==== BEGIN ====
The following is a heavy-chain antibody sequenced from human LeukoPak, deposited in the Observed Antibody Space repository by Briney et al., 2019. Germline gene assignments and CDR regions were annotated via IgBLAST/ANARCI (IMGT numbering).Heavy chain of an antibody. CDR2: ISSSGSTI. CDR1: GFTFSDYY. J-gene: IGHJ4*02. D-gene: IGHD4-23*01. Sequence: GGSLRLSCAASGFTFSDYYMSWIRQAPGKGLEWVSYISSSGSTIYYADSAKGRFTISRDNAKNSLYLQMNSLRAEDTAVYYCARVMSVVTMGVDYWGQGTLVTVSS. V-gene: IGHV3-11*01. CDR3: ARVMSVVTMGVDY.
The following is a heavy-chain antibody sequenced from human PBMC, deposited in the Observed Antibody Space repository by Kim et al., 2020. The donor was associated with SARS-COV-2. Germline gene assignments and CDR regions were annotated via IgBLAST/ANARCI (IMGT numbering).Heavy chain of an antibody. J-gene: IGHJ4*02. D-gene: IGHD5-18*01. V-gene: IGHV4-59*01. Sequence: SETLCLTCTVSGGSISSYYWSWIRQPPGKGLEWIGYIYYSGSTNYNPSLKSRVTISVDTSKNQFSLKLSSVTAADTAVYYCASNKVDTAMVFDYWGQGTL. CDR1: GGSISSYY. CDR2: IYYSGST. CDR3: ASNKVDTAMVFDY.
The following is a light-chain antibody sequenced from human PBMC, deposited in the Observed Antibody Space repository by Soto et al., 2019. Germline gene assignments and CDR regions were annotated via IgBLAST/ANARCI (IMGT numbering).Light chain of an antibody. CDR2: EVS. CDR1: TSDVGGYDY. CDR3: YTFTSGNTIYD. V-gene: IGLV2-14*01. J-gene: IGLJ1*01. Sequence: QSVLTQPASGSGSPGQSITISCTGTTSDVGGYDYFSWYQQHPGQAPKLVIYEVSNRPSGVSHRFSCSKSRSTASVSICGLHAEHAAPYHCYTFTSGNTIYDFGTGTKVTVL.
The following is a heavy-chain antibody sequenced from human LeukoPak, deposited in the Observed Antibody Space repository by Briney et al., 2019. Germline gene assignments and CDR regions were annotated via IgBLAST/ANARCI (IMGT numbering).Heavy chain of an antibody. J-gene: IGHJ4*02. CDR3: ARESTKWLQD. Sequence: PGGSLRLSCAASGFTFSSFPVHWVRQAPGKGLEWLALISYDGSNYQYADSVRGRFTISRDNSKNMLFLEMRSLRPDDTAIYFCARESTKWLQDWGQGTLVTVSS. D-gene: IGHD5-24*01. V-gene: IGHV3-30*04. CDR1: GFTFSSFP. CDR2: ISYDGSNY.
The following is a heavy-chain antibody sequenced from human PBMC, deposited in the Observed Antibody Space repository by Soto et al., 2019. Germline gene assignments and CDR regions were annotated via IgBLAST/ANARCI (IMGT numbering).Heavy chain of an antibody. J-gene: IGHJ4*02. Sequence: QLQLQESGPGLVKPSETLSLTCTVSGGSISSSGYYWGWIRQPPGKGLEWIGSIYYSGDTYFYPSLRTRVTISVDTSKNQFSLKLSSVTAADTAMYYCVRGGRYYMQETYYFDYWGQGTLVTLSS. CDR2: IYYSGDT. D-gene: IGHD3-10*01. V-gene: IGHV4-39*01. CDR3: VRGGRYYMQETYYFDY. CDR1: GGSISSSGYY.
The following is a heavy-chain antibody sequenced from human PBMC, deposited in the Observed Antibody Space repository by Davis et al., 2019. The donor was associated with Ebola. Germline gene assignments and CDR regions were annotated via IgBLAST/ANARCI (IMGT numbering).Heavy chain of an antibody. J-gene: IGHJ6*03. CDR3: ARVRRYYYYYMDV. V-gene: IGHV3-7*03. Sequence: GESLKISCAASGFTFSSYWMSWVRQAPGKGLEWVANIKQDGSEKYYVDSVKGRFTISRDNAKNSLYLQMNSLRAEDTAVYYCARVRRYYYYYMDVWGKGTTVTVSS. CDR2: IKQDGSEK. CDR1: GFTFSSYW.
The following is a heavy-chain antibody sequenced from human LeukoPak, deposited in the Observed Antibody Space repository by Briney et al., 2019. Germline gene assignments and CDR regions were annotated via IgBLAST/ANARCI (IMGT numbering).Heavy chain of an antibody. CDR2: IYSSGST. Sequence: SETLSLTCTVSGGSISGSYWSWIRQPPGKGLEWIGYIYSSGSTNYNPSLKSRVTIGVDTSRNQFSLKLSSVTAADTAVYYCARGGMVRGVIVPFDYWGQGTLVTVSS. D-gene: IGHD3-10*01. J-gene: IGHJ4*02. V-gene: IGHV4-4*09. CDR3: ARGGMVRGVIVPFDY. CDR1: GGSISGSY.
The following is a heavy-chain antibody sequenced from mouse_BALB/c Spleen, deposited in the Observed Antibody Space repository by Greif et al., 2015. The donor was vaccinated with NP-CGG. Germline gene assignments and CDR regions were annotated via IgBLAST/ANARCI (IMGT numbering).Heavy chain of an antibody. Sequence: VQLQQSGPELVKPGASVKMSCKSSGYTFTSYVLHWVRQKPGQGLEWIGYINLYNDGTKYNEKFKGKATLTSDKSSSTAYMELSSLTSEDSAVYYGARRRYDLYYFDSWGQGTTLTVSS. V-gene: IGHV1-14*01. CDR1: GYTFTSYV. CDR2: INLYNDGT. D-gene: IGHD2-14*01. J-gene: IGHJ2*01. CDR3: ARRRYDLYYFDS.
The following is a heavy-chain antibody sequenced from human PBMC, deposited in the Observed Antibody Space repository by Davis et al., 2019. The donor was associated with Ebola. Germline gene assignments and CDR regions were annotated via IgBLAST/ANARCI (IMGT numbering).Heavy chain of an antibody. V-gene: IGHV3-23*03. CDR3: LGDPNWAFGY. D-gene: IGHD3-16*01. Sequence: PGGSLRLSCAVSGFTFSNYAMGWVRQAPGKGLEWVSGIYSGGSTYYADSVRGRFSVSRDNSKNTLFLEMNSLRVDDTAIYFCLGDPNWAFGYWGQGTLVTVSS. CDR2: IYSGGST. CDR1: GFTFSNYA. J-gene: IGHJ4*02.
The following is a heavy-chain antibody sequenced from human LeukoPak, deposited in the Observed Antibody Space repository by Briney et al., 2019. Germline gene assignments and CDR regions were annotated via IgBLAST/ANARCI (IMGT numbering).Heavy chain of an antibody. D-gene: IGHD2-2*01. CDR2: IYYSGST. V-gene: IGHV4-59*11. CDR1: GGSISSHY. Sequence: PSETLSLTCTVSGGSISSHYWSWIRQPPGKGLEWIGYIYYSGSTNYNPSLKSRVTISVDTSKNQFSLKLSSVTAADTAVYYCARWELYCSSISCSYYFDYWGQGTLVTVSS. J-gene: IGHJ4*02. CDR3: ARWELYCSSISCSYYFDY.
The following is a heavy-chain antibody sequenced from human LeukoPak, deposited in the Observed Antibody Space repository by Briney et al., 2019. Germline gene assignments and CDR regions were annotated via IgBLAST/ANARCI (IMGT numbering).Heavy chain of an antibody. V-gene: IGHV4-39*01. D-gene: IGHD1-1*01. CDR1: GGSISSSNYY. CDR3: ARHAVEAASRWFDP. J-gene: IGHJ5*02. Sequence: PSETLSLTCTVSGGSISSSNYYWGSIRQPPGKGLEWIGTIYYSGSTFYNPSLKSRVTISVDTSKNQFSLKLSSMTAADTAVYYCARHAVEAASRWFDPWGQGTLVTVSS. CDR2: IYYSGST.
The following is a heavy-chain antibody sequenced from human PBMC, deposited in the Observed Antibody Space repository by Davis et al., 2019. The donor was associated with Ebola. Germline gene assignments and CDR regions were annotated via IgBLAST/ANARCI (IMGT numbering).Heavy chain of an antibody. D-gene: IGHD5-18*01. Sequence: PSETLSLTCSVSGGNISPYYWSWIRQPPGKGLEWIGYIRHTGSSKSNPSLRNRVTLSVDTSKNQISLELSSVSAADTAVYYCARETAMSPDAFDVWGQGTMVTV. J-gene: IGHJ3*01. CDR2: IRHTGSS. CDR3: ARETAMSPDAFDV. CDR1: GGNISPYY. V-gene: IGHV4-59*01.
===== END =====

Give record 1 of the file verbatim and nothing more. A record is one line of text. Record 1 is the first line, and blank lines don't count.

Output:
The following is a heavy-chain antibody sequenced from human LeukoPak, deposited in the Observed Antibody Space repository by Briney et al., 2019. Germline gene assignments and CDR regions were annotated via IgBLAST/ANARCI (IMGT numbering).Heavy chain of an antibody. CDR2: ISSSGSTI. CDR1: GFTFSDYY. J-gene: IGHJ4*02. D-gene: IGHD4-23*01. Sequence: GGSLRLSCAASGFTFSDYYMSWIRQAPGKGLEWVSYISSSGSTIYYADSAKGRFTISRDNAKNSLYLQMNSLRAEDTAVYYCARVMSVVTMGVDYWGQGTLVTVSS. V-gene: IGHV3-11*01. CDR3: ARVMSVVTMGVDY.